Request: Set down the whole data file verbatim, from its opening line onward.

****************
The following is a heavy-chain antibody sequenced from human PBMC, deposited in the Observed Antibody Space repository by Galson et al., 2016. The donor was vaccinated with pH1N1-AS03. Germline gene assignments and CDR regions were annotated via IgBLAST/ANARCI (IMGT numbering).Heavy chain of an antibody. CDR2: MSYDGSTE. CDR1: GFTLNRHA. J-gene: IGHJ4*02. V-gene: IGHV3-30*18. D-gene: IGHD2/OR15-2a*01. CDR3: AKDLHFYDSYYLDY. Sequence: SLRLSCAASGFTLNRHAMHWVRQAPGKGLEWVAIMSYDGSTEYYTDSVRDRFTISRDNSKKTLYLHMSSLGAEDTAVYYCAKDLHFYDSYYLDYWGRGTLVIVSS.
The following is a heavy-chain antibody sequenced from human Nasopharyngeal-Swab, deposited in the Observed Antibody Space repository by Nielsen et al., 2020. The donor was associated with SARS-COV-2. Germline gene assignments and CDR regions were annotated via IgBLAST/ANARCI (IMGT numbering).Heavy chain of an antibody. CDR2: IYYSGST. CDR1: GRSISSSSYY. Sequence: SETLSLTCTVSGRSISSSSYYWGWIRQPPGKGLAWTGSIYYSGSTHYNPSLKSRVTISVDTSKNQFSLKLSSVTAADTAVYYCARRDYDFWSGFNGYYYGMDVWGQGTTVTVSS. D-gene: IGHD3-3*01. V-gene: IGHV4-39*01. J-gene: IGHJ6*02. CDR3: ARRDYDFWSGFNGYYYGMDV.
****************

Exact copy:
The following is a heavy-chain antibody sequenced from human PBMC, deposited in the Observed Antibody Space repository by Galson et al., 2016. The donor was vaccinated with pH1N1-AS03. Germline gene assignments and CDR regions were annotated via IgBLAST/ANARCI (IMGT numbering).Heavy chain of an antibody. CDR2: MSYDGSTE. CDR1: GFTLNRHA. J-gene: IGHJ4*02. V-gene: IGHV3-30*18. D-gene: IGHD2/OR15-2a*01. CDR3: AKDLHFYDSYYLDY. Sequence: SLRLSCAASGFTLNRHAMHWVRQAPGKGLEWVAIMSYDGSTEYYTDSVRDRFTISRDNSKKTLYLHMSSLGAEDTAVYYCAKDLHFYDSYYLDYWGRGTLVIVSS.
The following is a heavy-chain antibody sequenced from human Nasopharyngeal-Swab, deposited in the Observed Antibody Space repository by Nielsen et al., 2020. The donor was associated with SARS-COV-2. Germline gene assignments and CDR regions were annotated via IgBLAST/ANARCI (IMGT numbering).Heavy chain of an antibody. CDR2: IYYSGST. CDR1: GRSISSSSYY. Sequence: SETLSLTCTVSGRSISSSSYYWGWIRQPPGKGLAWTGSIYYSGSTHYNPSLKSRVTISVDTSKNQFSLKLSSVTAADTAVYYCARRDYDFWSGFNGYYYGMDVWGQGTTVTVSS. D-gene: IGHD3-3*01. V-gene: IGHV4-39*01. J-gene: IGHJ6*02. CDR3: ARRDYDFWSGFNGYYYGMDV.